as not to contaminate the samples. Image below shows a gel which has been dry
loaded. Please see suggested loading sequence.
Sample A
No Sample
Sample B
Sample C
Sample D
Sample E
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6. Run the gels.
The gels trays can now be carefully transferred to the electrophoresis tank. The
wells containing the samples need to be at the negative electrode (black electrode
cassette) end of the tank.
Carefully pour the diluted buffer into the tank reservoir being careful not to wash the
samples out from the wells.
Connect the leads by fitting the lid and set the power supply to 150v. Leave this to
run for about 25 minutes. This will give a good separation of the DNA bands.
However if you run the gel for 35mins or have a power supply with a higher
capability and have limited time we would recommend setting to 250 Volts to give
better separation of the sample bands. You can tell how far your sample has moved
by viewing the dyes that are loaded with the DNA.
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7. Visualise the gels.
You will see the electrophoresis dyes separate out (See Image above) on the gel but
these are just dyes and not the actual DNA. Stop the power supply, open the lid of
the tank. Carefully remove your gel from the tank keeping it in the transparent tray.
Blot dry or allow any excess buffer to drain off and then place on the Blue Light or
UV transilluminator. When using a UV transilluminator great care needs to be
taken to ensure that everyone is using the appropriate safety glasses or safety
face guards and exposure to the UV light is kept to a minimum. Viewing of the
gel is most convenient using the SAFEVIEW-MINI which has an orange filter in the lid
which enables the DNA bands to be seen. Lower the filter lid and the different sizes
of DNA can be seen as white bands stretching away from the wells. Photographs can
be taking with a camera or a mobile phone. Even greater visibility can be achieved
using GDH-BASIC basic gel documentation hood which has a slot for the camera.
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This can be placed over the top of the transilluminator and orange filter lid and then
looked through or use a mobile phone camera to take pictures.
Two of the lanes from A to E will have identical bands and therefore come from
the same sample.
Gel A
Gel B
Image A above is a 1% gel ran for 25mins at 150V. Image B is the same gel ran for
35mins at 150V. If you run the gels for longer you would see even better separation and
resolution.
Both Images are taken using an Iphone with the gel being viewing on the SAFEVIEWMINI
Using Traditional tape Gel Casting method:1. Autoclave or plastic backed general tape should be used. A length 5cm longer
than the width of each end of the tray should be cut. One length should be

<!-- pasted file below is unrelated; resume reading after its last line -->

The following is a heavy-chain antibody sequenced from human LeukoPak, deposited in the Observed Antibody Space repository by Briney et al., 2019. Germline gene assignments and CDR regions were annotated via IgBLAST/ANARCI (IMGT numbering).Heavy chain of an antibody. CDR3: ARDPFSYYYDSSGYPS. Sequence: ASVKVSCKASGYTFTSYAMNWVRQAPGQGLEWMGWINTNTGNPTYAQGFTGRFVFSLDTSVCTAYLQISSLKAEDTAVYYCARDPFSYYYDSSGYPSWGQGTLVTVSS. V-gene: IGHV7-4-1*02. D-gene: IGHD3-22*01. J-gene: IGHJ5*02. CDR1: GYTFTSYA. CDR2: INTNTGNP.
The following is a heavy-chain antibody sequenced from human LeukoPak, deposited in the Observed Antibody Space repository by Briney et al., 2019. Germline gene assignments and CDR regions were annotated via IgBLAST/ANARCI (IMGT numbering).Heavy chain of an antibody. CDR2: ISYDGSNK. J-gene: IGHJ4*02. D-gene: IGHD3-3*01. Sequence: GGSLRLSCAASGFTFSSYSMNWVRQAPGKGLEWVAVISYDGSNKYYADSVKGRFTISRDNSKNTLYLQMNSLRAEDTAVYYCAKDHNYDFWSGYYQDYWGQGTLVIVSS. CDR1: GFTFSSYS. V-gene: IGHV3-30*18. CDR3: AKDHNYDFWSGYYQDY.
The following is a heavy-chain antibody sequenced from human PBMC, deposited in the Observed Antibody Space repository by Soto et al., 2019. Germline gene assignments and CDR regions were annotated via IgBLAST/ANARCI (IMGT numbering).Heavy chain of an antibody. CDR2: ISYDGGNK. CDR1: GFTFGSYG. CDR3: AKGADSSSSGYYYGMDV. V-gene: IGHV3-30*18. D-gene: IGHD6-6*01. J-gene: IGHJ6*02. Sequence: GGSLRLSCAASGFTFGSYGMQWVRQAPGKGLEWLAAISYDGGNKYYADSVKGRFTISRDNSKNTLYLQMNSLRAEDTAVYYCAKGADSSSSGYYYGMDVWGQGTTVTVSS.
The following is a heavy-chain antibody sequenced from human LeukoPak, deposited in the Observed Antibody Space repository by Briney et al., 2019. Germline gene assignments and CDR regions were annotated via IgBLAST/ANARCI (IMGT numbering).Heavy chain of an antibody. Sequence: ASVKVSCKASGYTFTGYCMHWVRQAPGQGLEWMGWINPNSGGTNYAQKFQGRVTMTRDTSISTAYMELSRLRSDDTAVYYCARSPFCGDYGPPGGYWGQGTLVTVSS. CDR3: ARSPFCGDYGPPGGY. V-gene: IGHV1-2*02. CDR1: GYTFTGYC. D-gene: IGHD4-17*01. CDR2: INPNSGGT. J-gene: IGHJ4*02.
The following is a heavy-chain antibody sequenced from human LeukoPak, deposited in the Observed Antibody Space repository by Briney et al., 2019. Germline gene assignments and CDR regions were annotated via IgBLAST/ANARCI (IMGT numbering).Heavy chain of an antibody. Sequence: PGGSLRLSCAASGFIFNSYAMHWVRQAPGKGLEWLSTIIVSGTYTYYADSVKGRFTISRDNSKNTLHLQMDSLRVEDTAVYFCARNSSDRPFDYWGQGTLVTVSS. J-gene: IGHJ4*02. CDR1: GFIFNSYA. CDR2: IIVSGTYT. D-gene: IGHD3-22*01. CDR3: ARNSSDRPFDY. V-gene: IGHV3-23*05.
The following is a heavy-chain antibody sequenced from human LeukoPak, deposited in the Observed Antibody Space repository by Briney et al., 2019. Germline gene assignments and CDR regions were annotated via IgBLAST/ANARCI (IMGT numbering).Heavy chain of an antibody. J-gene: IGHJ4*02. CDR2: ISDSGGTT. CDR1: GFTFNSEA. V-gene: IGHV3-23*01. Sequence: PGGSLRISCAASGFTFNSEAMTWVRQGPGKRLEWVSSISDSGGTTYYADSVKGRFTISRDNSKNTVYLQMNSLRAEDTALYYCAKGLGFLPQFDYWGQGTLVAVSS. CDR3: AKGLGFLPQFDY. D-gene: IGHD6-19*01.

placed over one end of the tray and stuck m1cm in from the tray edge. This
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should then be folded and the edges sealed securely. Repeat for the other end
and place onto a level surface for gel pouring.
2. Place the comb(s) in the grooves. Each tray has more than one comb grove so
that multiple combs can be used. Using multiple combs increases sample
number available per gel but decreases run length and care must be taken to
ensure that samples from the first wells do not migrate into the lanes of the
second comb wells.
3. Pour in the agarose carefully so as not to generate bubbles. Any bubbles that do
occur can be smoothed to the edge of the gel and dispersed using a pipette tip.
4.
Allow the agarose to set, ensuring that the gel remains undisturbed.
5. Carefully remove the gel casting gates and comb and transfer the gel including
tray to the main tank.
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Teaching Tips
It is more usual in laboratories to wet load the gels in situ in the tanks through the
buffer.
However when dry loading the samples students are more easily able to see the wells
and, if using a tank running multiple gels, it removes the bottleneck around the
tank. Where time is a factor, provide the students with ready prepared gels, these
can be made the day before and kept in the fridge. Buffer can be saved and used
more than once.
A black plate put beneath the gel tray can be used to enhance visibility of the comb
wells when loading the samples.
Additional safety controls and hints
Allow the agarose to cool before pouring as, if too hot, not only can it burn the skin if
spilt but the gel tray could become warped. Practice pipetting technique using coloured
water before pipetting the DNA samples.
Other available equipment:Gel tank with trays, end dams and combs and electrophoresis power supply
(BIO-070-100)
Blue light transilluminater (BIO-080-100)
Adjustable micropipette (eg PIT-200-200)
Tips (PIT-100-150)
Balance (eg BAR-050-150)
Measuring cylinder (CYP-050-002)
Vortex mixer (BIO-095-100)
Microwave or hotplate (HOT-700-100)
Large beaker or jug (MEA-150-002)
DNA samples (BIO-890-100)
Microcentrifuge tubes (CEN-050-150)
Buffer (BIO-870-036)
Agarose (BIO-350-050)
runSAFE stain (BIO-885-012)
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SAFETY PRECAUTION
WHEN USED CORRECTLY, ELECTROPHORESIS UNITS POSE NO HEALTH
RISK.
HOWEVER, ELECTROPHORESIS UNITS CAN DELIVER DANGEROUS LEVELS
OF ELECTRICITY AND ARE TO BE OPERATED ONLY BY QUALIFIED
PERSONNEL FOLLOWING THE GUIDELINES LAID OUT IN THE EQUIPMENT
INSTRUCTION MANUAL.
Version 2.9.15